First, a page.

Kenyans make up the largest contingent of foreign fighters in the Somali based al-Qaida-linked extremist group al-Shabab, which has staged a series of attacks in Kenya.
Francis said the first thing to do is to ensure that young people have an education and a job. He said: "If a young person has no work, what kind of a future does he or she have? That's where the idea of being recruited comes from.
Pope Francis has urged Kenyan youths to resist the temptation of corruption, saying it's like sugar: You develop a taste for it but it's ultimately terrible for you.
Francis spoke off-the-cuff Friday to thousands of young people gathered in Nairobi's Kasarani stadium, and reflected on problems raised by two young Kenyans, including tribalism, extremism and corruption, which is a major obstacle in Kenya.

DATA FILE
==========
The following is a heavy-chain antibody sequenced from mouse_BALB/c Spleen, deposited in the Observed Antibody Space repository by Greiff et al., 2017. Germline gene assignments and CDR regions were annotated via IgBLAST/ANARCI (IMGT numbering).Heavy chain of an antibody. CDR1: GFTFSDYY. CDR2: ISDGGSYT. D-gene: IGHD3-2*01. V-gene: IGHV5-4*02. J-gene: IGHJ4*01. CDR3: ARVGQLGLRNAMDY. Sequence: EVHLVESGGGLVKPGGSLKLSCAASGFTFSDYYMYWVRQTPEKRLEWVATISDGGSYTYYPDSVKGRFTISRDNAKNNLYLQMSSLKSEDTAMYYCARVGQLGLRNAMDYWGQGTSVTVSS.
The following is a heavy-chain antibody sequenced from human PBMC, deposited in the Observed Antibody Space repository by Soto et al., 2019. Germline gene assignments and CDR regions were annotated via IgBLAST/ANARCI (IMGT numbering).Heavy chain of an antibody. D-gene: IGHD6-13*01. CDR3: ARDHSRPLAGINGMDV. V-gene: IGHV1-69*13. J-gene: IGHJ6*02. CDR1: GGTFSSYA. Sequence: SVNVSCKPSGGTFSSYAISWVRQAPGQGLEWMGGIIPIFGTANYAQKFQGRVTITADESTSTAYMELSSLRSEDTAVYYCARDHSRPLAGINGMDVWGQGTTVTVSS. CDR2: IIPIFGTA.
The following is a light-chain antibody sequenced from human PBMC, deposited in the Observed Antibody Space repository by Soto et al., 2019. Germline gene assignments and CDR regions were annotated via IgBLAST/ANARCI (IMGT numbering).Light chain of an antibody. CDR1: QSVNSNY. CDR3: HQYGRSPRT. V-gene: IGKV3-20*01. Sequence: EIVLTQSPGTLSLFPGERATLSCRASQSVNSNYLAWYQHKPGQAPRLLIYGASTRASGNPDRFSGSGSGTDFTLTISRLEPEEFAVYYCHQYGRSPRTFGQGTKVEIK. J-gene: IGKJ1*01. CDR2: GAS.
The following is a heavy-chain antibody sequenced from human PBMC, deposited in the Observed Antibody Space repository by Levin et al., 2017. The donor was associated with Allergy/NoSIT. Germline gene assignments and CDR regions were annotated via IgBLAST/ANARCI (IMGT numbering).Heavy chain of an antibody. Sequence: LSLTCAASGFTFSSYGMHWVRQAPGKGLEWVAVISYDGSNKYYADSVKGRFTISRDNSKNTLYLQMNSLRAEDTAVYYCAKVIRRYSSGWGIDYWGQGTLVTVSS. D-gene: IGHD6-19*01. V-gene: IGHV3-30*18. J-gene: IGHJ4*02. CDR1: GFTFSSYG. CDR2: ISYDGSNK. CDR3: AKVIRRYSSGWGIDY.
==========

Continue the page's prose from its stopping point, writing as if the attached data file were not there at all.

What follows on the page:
Francis said corruption isn't just in politics. He said: "It's in all the institutions, including in the Vatican there are cases of corruption."
The Vatican has been wracked by recent revelations in two new books detailing gross mismanagement and waste.
Transparency International has voted the Kenyan police force as the most corrupt institution in the country every year for the last decade. Kenya ranked a low 145 out of 174 countries in the Transparency International 2014 index of how common graft is perceived to be among citizens of various countries.
Pope Francis is taking notes as young Kenyans are telling him about the problems they are facing dealing with tribalism, drug and alcohol addiction and violent radicalization.
Francis had a speech planned for his final public event in Kenya on Friday, but all indications are he's going to ditch it as he often does when he meets with young people.
Francis received a rock star welcome when he arrived at Nairobi's Kasarani stadium and spun around the track in his open-sided popemobile.
Pope Francis' final public event in Kenya is a huge youth rally at the Kasarani sports stadium, where thousands of flag-waving young Kenyans are waiting in the stands.